The Consumer Rights Act when buying a used car
Published 8 November 2015
If you are buying a second-hand car, find out what your rights will be.
Of course not all of us are lucky enough to be able to afford a new car – which is why so many people drive a second-hand car. But if you are buying a used car do you know what protection you’ll have if something goes wrong with your new vehicle?
As of 1st October 2015, the Consumer Rights Act 2015 came into force and unveiled some changes to the rules that apply whenever you pay for goods or services. These new laws also apply when you buy a used car, so let’s take a look to find out what your rights are.
Problems with the car
If you’ve just bought a car, you don’t expect the brakes to feel slack or for it to stop working a week after you’ve brought it home, regardless of whether it’s second-hand or not. You’d probably want to try and get a replacement, a refund or have the repairs paid for.
Under the Consumer Rights Act 2015, you’ve got 30 days after you bought the car to reject it if there are any problems and get a full refund. If you bought the car before 1st October 2015, you only have a ‘reasonable amount of time’ to do this. There’s no exact time limit for this – which is why the Consumer Rights Act was introduced to remove any confusion. It will depend on the problem with the car, so if it’s only something minor, the seller may have only given you a couple of weeks to tell them if there was anything wrong.
After 30 days, if you find something wrong with the car that would have been obvious when you bought it, you can ask for a refund or a replacement. However, the seller can keep some money back from the refund if they think you’ve got some use out of the car. If more than six months have passed after you’ve bought it, it’s up to you to prove that the problem was there when you bought the car.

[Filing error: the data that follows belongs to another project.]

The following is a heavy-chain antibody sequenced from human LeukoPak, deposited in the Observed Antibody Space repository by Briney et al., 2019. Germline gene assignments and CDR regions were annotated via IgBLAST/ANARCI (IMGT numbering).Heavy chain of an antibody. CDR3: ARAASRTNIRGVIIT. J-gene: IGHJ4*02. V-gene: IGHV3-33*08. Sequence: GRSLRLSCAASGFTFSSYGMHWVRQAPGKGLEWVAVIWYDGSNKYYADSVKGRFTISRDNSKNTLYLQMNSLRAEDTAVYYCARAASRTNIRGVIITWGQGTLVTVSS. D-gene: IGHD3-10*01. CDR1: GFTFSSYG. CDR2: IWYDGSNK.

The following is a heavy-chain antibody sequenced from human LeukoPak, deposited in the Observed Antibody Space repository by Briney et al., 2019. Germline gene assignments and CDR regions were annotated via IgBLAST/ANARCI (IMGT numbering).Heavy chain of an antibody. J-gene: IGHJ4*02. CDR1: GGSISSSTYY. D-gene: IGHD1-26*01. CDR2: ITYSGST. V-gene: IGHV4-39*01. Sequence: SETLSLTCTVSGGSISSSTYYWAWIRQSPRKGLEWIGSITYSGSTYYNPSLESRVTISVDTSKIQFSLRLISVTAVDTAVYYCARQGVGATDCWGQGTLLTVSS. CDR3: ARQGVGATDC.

If you’ve bought from a private seller rather than a dealer, the rules are slightly different. The car doesn’t haven’t to be of a satisfactory quality or fit for purpose but it must be as the seller described it – so if there’s a problem that you didn’t know about, you could still claim.
When you’re not covered
The Consumer Rights Act doesn’t just give you carte blanche to get your money back if there’s something wrong with your second-hand car though. If you were told that there was something wrong with it and this was explained to you, you won’t be entitled to a refund. You probably won’t be able to get any money back if the problem was something you should have picked up on when you inspected the car, like if the bumper is dented or the paintwork’s noticeably scratched.
If you’re just dissatisfied with how much the car cost, the Consumer Rights Act doesn’t cover you either, as this is something you should have sorted out with the seller before you bought it. You also can’t get a refund or repairs costs paid for if the problem was your fault, like if you’ve bumped the car.
It’s not just used cars that could be covered by the Consumer Rights Act – find out what else you could claim for here.